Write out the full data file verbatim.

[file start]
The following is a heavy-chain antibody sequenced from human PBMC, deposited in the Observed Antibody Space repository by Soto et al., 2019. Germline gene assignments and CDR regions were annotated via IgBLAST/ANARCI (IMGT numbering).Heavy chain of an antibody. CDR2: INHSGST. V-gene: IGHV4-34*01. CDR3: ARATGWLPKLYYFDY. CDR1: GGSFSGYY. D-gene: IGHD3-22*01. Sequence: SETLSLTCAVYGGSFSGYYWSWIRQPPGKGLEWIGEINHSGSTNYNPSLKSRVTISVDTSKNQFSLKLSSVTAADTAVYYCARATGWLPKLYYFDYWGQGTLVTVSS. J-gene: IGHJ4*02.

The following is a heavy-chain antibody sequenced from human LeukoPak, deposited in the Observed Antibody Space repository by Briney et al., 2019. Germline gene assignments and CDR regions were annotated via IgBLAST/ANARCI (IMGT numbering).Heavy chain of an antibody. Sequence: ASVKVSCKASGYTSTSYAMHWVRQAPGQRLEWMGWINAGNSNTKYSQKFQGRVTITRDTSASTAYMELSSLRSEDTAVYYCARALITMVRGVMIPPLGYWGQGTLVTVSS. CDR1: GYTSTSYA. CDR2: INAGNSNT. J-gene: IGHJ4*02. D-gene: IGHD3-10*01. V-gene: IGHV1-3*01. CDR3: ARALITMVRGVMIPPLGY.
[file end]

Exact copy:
The following is a heavy-chain antibody sequenced from human PBMC, deposited in the Observed Antibody Space repository by Soto et al., 2019. Germline gene assignments and CDR regions were annotated via IgBLAST/ANARCI (IMGT numbering).Heavy chain of an antibody. CDR2: INHSGST. V-gene: IGHV4-34*01. CDR3: ARATGWLPKLYYFDY. CDR1: GGSFSGYY. D-gene: IGHD3-22*01. Sequence: SETLSLTCAVYGGSFSGYYWSWIRQPPGKGLEWIGEINHSGSTNYNPSLKSRVTISVDTSKNQFSLKLSSVTAADTAVYYCARATGWLPKLYYFDYWGQGTLVTVSS. J-gene: IGHJ4*02.

The following is a heavy-chain antibody sequenced from human LeukoPak, deposited in the Observed Antibody Space repository by Briney et al., 2019. Germline gene assignments and CDR regions were annotated via IgBLAST/ANARCI (IMGT numbering).Heavy chain of an antibody. Sequence: ASVKVSCKASGYTSTSYAMHWVRQAPGQRLEWMGWINAGNSNTKYSQKFQGRVTITRDTSASTAYMELSSLRSEDTAVYYCARALITMVRGVMIPPLGYWGQGTLVTVSS. CDR1: GYTSTSYA. CDR2: INAGNSNT. J-gene: IGHJ4*02. D-gene: IGHD3-10*01. V-gene: IGHV1-3*01. CDR3: ARALITMVRGVMIPPLGY.